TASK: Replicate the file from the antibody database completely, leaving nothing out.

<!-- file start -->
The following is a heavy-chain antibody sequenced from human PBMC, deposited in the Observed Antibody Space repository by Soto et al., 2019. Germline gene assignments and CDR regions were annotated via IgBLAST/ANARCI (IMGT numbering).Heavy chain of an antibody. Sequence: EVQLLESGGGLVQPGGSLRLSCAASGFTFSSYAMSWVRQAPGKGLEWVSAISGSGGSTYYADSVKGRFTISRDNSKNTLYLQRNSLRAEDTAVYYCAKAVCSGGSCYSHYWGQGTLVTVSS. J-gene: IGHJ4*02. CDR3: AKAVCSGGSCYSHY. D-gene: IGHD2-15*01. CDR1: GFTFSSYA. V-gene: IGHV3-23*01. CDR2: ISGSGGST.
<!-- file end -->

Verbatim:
The following is a heavy-chain antibody sequenced from human PBMC, deposited in the Observed Antibody Space repository by Soto et al., 2019. Germline gene assignments and CDR regions were annotated via IgBLAST/ANARCI (IMGT numbering).Heavy chain of an antibody. Sequence: EVQLLESGGGLVQPGGSLRLSCAASGFTFSSYAMSWVRQAPGKGLEWVSAISGSGGSTYYADSVKGRFTISRDNSKNTLYLQRNSLRAEDTAVYYCAKAVCSGGSCYSHYWGQGTLVTVSS. J-gene: IGHJ4*02. CDR3: AKAVCSGGSCYSHY. D-gene: IGHD2-15*01. CDR1: GFTFSSYA. V-gene: IGHV3-23*01. CDR2: ISGSGGST.